Sunday, March 9, 2014
The Associated Press
CONCORD, N.H. – A New Hampshire detective combed through hundreds of gun permit applications to find one with a distinctive lowercase “b’’ that led to an arrest in a 2-year-old racist graffiti case, police said Tuesday.
This booking photo released by the Concord Police Department shows Raymond Stevens, of Pembroke, N.H., arrested Tuesday, Oct. 15, 2013, on charges of criminal mischief after a two-year investigation into racist graffiti scrawled on the homes of several Concord, N.H., families originally from Africa. The messages were written in black permanent marker on the siding next to the main doors at each home. Police said Stevens lived in the neighborhood at the time.
AP Photo/Concord Police Department
Concord police said Raymond Stevens, 42, used a permanent black marker to deface the homes of three African refugee families in September 2011. On one home was scrawled, “The subhumans in this house are enjoying a free ride.” On another, “Go back to your hell and leave us alone.”
Stevens wrote graffiti on a fourth house in the same south Concord neighborhood a year later, according to police. One of the phrases written on that home was, “We cannot coexist with Third World scum.”
Honore Murenzi, director of the community group “New American Africans,” said one family targeted in the 2011 incidents moved away in fear soon after discovering the graffiti on their home. The other three families are “very excited” about the arrests, he said.
“The level of uncertainty no longer exists,” said Murenzi, who said the families, two each from Somalia and Congo, feared a violent attack would follow the graffiti.
The big break in the case came after a detective combed through thousands of pages of documents hoping to match the writing on the vandalized homes to someone who had contact with police.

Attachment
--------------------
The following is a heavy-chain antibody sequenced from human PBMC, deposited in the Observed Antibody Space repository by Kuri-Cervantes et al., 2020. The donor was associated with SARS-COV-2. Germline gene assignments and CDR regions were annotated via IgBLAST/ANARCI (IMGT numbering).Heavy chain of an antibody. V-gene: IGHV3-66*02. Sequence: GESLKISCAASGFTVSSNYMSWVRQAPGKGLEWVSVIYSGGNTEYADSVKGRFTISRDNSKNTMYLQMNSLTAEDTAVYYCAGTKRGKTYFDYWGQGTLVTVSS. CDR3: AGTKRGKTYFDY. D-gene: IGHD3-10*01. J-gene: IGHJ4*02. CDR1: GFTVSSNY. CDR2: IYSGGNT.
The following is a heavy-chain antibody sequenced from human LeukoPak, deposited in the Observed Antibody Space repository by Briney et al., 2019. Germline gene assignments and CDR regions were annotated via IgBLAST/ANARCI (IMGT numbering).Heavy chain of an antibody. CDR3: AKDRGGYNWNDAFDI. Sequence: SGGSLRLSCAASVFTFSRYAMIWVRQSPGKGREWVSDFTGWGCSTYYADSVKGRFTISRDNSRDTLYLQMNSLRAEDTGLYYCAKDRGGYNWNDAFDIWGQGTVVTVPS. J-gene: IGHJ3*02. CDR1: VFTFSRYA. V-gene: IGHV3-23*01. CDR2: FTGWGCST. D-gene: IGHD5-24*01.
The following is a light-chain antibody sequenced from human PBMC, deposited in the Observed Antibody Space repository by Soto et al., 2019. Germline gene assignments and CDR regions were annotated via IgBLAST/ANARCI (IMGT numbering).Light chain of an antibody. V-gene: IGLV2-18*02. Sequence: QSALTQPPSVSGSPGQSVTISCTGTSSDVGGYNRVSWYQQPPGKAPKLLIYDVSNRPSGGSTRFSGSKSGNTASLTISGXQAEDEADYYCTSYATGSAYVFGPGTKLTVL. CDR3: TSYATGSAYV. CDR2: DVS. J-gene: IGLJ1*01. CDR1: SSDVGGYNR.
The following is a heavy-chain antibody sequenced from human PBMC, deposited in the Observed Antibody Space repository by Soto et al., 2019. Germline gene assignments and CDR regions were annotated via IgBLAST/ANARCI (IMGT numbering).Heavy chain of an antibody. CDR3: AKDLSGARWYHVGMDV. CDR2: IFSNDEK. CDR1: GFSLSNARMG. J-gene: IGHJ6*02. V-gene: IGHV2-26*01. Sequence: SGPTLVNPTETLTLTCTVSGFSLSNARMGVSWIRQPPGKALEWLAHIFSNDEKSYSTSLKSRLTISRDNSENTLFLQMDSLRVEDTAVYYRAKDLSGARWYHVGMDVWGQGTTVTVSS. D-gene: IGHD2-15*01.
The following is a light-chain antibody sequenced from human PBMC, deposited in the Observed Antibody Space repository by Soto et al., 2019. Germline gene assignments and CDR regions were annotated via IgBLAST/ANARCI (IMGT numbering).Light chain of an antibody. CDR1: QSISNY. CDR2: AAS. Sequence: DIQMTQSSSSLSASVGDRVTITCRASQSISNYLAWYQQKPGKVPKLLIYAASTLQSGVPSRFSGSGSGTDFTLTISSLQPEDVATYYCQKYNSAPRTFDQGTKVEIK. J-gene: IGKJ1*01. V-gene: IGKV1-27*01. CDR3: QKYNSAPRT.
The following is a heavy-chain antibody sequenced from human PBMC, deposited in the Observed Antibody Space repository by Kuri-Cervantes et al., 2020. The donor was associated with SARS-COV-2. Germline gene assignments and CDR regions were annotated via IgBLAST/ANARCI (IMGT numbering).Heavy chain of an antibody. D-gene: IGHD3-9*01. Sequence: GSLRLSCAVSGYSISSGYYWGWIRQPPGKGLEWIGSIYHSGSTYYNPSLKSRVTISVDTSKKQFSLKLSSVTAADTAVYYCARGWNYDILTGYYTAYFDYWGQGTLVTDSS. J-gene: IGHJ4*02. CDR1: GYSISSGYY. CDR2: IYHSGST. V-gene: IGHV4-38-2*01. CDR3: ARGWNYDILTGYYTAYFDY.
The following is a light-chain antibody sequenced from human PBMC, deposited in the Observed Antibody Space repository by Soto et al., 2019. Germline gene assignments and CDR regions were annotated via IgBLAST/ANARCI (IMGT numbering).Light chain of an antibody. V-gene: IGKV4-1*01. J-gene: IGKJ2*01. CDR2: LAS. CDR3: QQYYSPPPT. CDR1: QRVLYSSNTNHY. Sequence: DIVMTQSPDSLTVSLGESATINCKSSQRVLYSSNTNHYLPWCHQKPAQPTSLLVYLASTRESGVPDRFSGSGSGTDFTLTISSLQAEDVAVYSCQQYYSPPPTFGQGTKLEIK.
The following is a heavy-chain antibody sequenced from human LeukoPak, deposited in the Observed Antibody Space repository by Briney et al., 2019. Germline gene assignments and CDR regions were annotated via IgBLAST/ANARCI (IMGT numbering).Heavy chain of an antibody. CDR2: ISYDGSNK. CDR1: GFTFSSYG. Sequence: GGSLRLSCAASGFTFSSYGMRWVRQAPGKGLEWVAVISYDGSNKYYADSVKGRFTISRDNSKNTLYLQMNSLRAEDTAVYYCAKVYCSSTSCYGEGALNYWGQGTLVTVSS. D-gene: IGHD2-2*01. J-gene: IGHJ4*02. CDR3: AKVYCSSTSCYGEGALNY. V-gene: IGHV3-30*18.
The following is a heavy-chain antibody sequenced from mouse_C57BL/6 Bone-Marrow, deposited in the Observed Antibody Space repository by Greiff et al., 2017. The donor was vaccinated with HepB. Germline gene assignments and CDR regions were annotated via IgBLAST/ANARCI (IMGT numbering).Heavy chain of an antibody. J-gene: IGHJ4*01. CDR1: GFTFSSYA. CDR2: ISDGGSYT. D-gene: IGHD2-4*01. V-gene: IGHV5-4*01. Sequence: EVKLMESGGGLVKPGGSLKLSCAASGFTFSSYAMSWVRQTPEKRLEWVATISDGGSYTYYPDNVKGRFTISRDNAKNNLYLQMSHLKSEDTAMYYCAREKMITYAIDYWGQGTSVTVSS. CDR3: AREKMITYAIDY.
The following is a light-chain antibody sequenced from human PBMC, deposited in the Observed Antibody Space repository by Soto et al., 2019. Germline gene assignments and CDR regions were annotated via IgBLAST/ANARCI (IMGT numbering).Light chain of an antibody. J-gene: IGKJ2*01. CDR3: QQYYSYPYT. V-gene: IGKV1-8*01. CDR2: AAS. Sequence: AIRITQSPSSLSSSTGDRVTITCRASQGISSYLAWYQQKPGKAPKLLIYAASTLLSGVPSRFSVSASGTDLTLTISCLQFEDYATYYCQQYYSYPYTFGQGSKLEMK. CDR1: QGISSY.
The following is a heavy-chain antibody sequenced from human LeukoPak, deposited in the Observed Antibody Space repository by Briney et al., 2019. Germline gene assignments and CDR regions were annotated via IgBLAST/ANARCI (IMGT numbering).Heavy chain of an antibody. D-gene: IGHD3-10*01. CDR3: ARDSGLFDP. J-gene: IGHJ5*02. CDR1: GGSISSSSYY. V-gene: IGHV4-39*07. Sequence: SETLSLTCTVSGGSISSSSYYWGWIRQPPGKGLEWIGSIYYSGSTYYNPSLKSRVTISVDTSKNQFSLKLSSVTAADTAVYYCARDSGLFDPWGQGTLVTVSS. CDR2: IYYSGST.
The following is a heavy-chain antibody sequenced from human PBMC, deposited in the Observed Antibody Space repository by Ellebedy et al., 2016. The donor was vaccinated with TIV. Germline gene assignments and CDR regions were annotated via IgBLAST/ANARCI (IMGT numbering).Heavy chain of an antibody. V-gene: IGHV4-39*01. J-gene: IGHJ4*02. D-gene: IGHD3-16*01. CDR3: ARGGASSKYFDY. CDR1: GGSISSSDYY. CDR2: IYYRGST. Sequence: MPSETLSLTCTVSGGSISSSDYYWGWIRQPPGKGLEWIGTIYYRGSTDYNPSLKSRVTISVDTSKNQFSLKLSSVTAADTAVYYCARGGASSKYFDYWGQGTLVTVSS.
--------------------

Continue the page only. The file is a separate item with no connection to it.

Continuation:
Det. Wade Brown looked through more than 1,000 criminal files and complaints generated from the city’s South End between 2009-11 looking for any handwritten documents featuring the distinctive lowercase letter “b’’ written like the number six, along with other distinctive letters and unusual word choices used in the graffiti.
When that search came up empty, he turned to more than 1,500 gun permit applications on file with the Concord police department. In Sept. 2012 he found an application filed by Stevens, who once lived in the neighborhood targeted in the graffiti incidents.
“Three telltale “b’s” appeared to be an exact match to the racist messages,” Brown wrote. He said the handwriting similarities were “so striking” that he focused on that application and the man who submitted it.
Searches of Stevens’ home, car and the tattoo parlor he owns in Nashua turned up more handwriting samples that were sent to the FBI for analysis. Police also found racist cartoons and writings on his Facebook pages that “were clearly indicative of a white supremacist ideology,” according to a police affidavit.
When questioned by police about the racist graffiti, Stevens told them it was “too extreme” for him and denied any involvement.
Stevens was arrested Tuesday and charged with felony criminal mischief. He faces a stiffer penalty of 10-30 years in prison because police say the crime was motivated “by hostility toward the victims’ race and national origin.”
He was arraigned Tuesday and jailed on $8,000 bail. His public defender, Melinda Siranian, and his wife declined to comment as they left court. Siranian argued for no bail, saying he has no criminal record.
Concord Police Chief John Duval said the crimes were “truly despicable” and noted that all the homes targeted had small children living in them. He called the investigation “a classic case of leaving no rock unturned.”
“The nature of these crimes is so deplorable, it didn’t matter how much time was spent,” the chief said. “Concord’s a great city. Being rocked at its foundation by something hateful is not going to be tolerated.”
Stevens is scheduled to return to court Oct. 24.